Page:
** High Priority **
Dear DNC Members:
I wanted to make sure you see the Press Release I sent out this afternoon on the work of the Change Commission. The next steps are the work of the RBC in reviewing the recommendations and then your vote on the presentation of our delegate selection rules.
Let me take a moment to wish you a very happy new year, to thank you for all your hard work, and to share my hope for a wonderful — and democratic — 2010.
For Immediate Release
December 30, 2009
DNC Chairman Tim Kaine Issued the Following Statement on the Democratic Change Commission’s Recommendations to Improve the Presidential Nominating Process
Washington – DNC Chairman Tim Kaine issued the following statement after the Democratic Change Commission this afternoon voted to approve its recommendations to the DNC’s Rules and Bylaws Committee designed to improve the Presidential nominating process. The Commission was created as a result of a resolution passed unanimously by the delegates in attendance at the 2008 Democratic National Convention in Denver. The Commission made its recommendations to the Rules and Bylaws Committee by unanimous agreement.
The recommendations include pushing back the window of time during which primaries and caucuses may be held; converting unpledged delegates (DNC members, Democratic Members of the House and Senate, Democratic Governors and Distinguished Former Party Leaders) to a new category of pledged delegate called the National Pledged Party Leader and Elected Official (NPLEO) delegates, which will be allocated to Presidential candidates based on the state wide primary or caucus results; and establishing a ?best practices? program for caucus states to improve and strengthen their caucuses. Under the Commission’s recommendations – the pre-primary window could not begin until February 1st or thereafter, and the primary window could not begin until the second Tuesday in March or thereafter.
The recommendations come after nearly a year of discussion about how best to improve the system to make it as accessible and open as possible.
I want to congratulate Congressman Clyburn and Senator McCaskill and entire the Democratic Change Commission for issuing their recommendations today and for taking up this important work,? said Kaine.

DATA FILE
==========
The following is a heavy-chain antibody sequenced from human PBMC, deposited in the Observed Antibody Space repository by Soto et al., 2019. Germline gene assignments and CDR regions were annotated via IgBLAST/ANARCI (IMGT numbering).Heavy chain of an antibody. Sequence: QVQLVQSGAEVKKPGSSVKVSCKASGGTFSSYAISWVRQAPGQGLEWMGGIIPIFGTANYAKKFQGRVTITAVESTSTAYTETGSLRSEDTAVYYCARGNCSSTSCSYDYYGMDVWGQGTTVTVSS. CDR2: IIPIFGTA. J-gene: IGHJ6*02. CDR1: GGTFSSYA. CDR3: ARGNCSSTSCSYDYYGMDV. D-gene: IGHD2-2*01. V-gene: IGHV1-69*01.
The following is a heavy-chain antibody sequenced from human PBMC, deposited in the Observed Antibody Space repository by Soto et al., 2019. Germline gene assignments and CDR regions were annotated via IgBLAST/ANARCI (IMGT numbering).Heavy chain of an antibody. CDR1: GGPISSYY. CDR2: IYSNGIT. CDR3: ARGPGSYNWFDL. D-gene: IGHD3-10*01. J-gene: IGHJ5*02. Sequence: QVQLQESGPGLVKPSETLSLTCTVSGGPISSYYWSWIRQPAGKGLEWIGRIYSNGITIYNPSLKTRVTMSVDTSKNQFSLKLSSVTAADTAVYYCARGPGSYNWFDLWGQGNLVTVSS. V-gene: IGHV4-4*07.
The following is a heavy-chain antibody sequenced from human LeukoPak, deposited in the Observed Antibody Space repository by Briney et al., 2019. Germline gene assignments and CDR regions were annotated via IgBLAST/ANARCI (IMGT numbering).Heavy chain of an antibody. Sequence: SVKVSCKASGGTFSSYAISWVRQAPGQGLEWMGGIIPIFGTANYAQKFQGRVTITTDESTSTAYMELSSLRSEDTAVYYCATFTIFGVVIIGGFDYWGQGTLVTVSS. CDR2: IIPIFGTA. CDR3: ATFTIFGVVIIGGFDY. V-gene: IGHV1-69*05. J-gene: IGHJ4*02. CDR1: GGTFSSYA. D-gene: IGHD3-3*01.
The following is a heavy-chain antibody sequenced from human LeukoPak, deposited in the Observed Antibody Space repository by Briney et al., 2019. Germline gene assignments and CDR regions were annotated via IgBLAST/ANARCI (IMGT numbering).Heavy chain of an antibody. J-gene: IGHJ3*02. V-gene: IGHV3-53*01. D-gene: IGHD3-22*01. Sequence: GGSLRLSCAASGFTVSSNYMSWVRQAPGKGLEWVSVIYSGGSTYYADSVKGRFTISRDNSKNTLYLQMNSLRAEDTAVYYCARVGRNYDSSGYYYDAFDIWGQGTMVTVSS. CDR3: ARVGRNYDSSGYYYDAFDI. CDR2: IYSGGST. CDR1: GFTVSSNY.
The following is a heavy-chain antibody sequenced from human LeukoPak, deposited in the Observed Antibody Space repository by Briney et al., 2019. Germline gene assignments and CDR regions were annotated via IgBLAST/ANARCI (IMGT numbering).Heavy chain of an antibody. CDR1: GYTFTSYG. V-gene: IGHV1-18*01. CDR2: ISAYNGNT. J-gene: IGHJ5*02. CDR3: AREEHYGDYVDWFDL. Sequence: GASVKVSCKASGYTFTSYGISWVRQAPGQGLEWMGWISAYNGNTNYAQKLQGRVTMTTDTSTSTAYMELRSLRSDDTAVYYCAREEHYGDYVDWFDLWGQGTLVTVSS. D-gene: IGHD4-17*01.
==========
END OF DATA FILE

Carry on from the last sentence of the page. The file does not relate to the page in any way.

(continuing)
Openness, fairness, and accessibility are central to our ideals as Democrats, and the Commission’s recommendations to reform the delegate selection process will ensure that voters’ voices and preferences are paramount to our process of nominating a Presidential candidate.
The Commission’s recommendations are consistent with the goals of the Democratic Party and President Obama and with the Commission’s mandate. And though this is the first step in a process that will later include a full examination by the DNC Rules and Bylaws Committee and the full membership of the DNC, it is an important statement about the direction our Party is going and our priorities as we look to 2012 and beyond.
As we work towards improving our Presidential nominating process and making it accessible to as many voters as possible, I am grateful to the Commission for its hard work in moving this process forward.
The Democratic Change Commission was tasked by a resolution passed during the 2008 Democratic Convention with recommending changes to the Democratic Party’s rules for the 2012 Presidential nominating and delegate selection process.
By appointing the Change Commission this spring, Gov. Kaine has followed through on President Obama’s promise made during the election to reexamine and improve the Democratic primary process.
Gov. Kaine, President Obama, and the Democratic Party believe that improving the primary system is an important priority, and that the process should be as inclusive and accessible as possible.
The Democratic Change Commission was tasked by the delegates to the 2008 Democratic Convention with doing three things:
1. Changing the window of time during which primaries and caucuses may be held
2. Reducing the number of super delegates
3. Improving the caucus system.
The Commission is made up of 34 members and two co-chairs (for 36 members total) and represents a diverse mix of DNC members, elected officials, representatives of State Parties, academics, organized labor officials, grassroots activists, and other Party leaders.
House Majority Whip James E. Clyburn and Senator Claire McCaskill have served as the co-chairs.